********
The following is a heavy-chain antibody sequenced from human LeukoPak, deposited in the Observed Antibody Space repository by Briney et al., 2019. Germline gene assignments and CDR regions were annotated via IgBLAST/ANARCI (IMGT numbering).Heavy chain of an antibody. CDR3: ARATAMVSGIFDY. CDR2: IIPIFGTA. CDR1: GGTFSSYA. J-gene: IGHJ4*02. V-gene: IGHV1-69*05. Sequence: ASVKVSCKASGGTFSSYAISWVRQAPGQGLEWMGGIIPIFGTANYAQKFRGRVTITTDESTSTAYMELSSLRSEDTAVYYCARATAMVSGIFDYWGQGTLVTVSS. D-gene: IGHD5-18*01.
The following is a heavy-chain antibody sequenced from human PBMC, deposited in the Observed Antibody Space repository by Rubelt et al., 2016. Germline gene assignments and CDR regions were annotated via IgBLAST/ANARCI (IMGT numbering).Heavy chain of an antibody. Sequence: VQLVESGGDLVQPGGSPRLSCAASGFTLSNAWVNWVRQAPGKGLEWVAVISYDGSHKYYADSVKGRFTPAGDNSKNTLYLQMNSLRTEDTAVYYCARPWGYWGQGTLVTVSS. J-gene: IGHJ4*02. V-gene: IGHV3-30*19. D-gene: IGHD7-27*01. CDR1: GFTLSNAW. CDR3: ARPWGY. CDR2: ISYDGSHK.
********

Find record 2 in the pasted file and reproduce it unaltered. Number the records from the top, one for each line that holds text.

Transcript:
The following is a heavy-chain antibody sequenced from human PBMC, deposited in the Observed Antibody Space repository by Rubelt et al., 2016. Germline gene assignments and CDR regions were annotated via IgBLAST/ANARCI (IMGT numbering).Heavy chain of an antibody. Sequence: VQLVESGGDLVQPGGSPRLSCAASGFTLSNAWVNWVRQAPGKGLEWVAVISYDGSHKYYADSVKGRFTPAGDNSKNTLYLQMNSLRTEDTAVYYCARPWGYWGQGTLVTVSS. J-gene: IGHJ4*02. V-gene: IGHV3-30*19. D-gene: IGHD7-27*01. CDR1: GFTLSNAW. CDR3: ARPWGY. CDR2: ISYDGSHK.